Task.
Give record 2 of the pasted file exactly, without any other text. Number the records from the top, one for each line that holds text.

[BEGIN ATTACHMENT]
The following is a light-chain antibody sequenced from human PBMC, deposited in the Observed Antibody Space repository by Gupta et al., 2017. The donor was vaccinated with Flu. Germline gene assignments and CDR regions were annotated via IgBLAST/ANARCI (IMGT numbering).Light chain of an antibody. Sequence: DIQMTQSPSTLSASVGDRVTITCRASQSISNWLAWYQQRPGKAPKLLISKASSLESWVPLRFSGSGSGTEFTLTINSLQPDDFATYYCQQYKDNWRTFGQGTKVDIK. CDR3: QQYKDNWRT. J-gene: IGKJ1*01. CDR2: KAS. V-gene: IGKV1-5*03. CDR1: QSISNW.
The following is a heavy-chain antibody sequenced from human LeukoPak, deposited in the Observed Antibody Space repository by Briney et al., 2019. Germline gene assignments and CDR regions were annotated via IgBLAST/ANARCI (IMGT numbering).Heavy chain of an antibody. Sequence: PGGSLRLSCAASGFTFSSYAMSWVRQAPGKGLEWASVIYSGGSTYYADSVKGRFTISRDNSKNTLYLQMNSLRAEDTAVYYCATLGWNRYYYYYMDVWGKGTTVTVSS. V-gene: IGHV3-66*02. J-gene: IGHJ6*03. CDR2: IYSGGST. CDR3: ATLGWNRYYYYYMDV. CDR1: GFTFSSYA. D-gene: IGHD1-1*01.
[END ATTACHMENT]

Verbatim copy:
The following is a heavy-chain antibody sequenced from human LeukoPak, deposited in the Observed Antibody Space repository by Briney et al., 2019. Germline gene assignments and CDR regions were annotated via IgBLAST/ANARCI (IMGT numbering).Heavy chain of an antibody. Sequence: PGGSLRLSCAASGFTFSSYAMSWVRQAPGKGLEWASVIYSGGSTYYADSVKGRFTISRDNSKNTLYLQMNSLRAEDTAVYYCATLGWNRYYYYYMDVWGKGTTVTVSS. V-gene: IGHV3-66*02. J-gene: IGHJ6*03. CDR2: IYSGGST. CDR3: ATLGWNRYYYYYMDV. CDR1: GFTFSSYA. D-gene: IGHD1-1*01.